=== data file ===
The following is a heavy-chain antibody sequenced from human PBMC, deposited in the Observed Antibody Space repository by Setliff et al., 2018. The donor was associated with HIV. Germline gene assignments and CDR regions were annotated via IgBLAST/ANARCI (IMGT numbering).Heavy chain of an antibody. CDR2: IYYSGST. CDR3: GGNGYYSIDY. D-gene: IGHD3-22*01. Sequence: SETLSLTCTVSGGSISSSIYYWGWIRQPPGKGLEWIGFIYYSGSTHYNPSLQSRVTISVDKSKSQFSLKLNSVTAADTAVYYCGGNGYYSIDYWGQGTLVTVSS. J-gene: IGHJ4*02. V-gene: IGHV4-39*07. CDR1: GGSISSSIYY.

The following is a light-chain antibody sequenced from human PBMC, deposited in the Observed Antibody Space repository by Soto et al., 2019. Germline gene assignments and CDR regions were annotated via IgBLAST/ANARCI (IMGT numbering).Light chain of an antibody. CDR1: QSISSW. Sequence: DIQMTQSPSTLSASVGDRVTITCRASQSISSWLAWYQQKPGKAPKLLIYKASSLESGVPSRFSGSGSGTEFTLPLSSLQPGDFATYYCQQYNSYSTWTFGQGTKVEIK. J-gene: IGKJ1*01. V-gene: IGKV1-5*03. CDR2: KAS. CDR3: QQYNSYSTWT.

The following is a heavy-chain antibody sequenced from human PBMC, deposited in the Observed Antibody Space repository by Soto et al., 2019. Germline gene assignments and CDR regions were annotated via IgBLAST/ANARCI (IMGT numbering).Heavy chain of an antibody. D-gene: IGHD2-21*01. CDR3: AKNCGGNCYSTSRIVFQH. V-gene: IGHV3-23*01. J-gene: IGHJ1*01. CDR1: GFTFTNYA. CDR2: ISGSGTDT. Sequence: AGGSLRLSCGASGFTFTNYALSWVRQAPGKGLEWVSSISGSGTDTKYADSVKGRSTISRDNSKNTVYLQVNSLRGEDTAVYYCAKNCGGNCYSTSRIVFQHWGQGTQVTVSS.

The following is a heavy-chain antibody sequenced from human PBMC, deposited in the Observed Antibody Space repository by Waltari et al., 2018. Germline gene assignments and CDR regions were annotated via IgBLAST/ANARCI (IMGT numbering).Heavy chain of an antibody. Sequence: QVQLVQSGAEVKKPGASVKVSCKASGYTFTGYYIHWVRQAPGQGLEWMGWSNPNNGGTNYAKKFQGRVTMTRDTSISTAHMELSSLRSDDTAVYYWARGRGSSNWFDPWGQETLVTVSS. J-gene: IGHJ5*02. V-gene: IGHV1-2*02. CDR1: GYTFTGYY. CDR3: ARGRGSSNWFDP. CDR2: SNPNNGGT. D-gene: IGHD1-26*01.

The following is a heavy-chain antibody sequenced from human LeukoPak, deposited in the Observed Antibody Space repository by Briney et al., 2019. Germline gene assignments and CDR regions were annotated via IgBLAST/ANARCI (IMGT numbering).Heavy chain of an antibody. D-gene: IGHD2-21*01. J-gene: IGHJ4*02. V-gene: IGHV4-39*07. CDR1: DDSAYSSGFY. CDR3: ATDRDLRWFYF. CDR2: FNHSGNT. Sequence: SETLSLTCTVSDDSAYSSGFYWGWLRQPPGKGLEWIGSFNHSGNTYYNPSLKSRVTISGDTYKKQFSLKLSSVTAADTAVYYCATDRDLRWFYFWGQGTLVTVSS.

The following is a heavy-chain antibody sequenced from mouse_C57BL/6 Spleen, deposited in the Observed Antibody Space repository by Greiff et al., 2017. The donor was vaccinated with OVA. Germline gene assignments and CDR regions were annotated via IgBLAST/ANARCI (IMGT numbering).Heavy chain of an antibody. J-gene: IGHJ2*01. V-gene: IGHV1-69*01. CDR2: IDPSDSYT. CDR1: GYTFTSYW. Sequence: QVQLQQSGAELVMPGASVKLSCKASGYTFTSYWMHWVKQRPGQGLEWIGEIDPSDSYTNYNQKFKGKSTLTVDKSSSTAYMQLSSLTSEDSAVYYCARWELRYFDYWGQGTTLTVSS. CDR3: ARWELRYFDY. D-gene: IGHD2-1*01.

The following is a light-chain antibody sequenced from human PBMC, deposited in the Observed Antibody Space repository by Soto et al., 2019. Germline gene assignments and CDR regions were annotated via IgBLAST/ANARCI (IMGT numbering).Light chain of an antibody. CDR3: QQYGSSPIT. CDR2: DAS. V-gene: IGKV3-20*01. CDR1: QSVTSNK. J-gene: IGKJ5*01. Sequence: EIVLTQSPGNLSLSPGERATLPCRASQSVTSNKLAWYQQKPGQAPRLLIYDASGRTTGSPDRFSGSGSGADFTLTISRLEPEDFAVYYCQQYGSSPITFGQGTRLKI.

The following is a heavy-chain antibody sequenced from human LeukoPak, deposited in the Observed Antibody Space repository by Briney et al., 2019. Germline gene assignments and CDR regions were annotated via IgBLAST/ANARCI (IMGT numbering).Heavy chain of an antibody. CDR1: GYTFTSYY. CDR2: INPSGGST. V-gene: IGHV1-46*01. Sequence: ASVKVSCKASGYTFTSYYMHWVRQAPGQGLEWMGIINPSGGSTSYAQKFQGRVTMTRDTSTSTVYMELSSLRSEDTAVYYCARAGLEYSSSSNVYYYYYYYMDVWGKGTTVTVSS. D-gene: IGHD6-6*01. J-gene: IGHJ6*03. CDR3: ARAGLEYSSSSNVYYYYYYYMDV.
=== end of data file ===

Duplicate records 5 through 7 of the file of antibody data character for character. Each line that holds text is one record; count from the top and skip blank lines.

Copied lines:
The following is a heavy-chain antibody sequenced from human LeukoPak, deposited in the Observed Antibody Space repository by Briney et al., 2019. Germline gene assignments and CDR regions were annotated via IgBLAST/ANARCI (IMGT numbering).Heavy chain of an antibody. D-gene: IGHD2-21*01. J-gene: IGHJ4*02. V-gene: IGHV4-39*07. CDR1: DDSAYSSGFY. CDR3: ATDRDLRWFYF. CDR2: FNHSGNT. Sequence: SETLSLTCTVSDDSAYSSGFYWGWLRQPPGKGLEWIGSFNHSGNTYYNPSLKSRVTISGDTYKKQFSLKLSSVTAADTAVYYCATDRDLRWFYFWGQGTLVTVSS.

The following is a heavy-chain antibody sequenced from mouse_C57BL/6 Spleen, deposited in the Observed Antibody Space repository by Greiff et al., 2017. The donor was vaccinated with OVA. Germline gene assignments and CDR regions were annotated via IgBLAST/ANARCI (IMGT numbering).Heavy chain of an antibody. J-gene: IGHJ2*01. V-gene: IGHV1-69*01. CDR2: IDPSDSYT. CDR1: GYTFTSYW. Sequence: QVQLQQSGAELVMPGASVKLSCKASGYTFTSYWMHWVKQRPGQGLEWIGEIDPSDSYTNYNQKFKGKSTLTVDKSSSTAYMQLSSLTSEDSAVYYCARWELRYFDYWGQGTTLTVSS. CDR3: ARWELRYFDY. D-gene: IGHD2-1*01.

The following is a light-chain antibody sequenced from human PBMC, deposited in the Observed Antibody Space repository by Soto et al., 2019. Germline gene assignments and CDR regions were annotated via IgBLAST/ANARCI (IMGT numbering).Light chain of an antibody. CDR3: QQYGSSPIT. CDR2: DAS. V-gene: IGKV3-20*01. CDR1: QSVTSNK. J-gene: IGKJ5*01. Sequence: EIVLTQSPGNLSLSPGERATLPCRASQSVTSNKLAWYQQKPGQAPRLLIYDASGRTTGSPDRFSGSGSGADFTLTISRLEPEDFAVYYCQQYGSSPITFGQGTRLKI.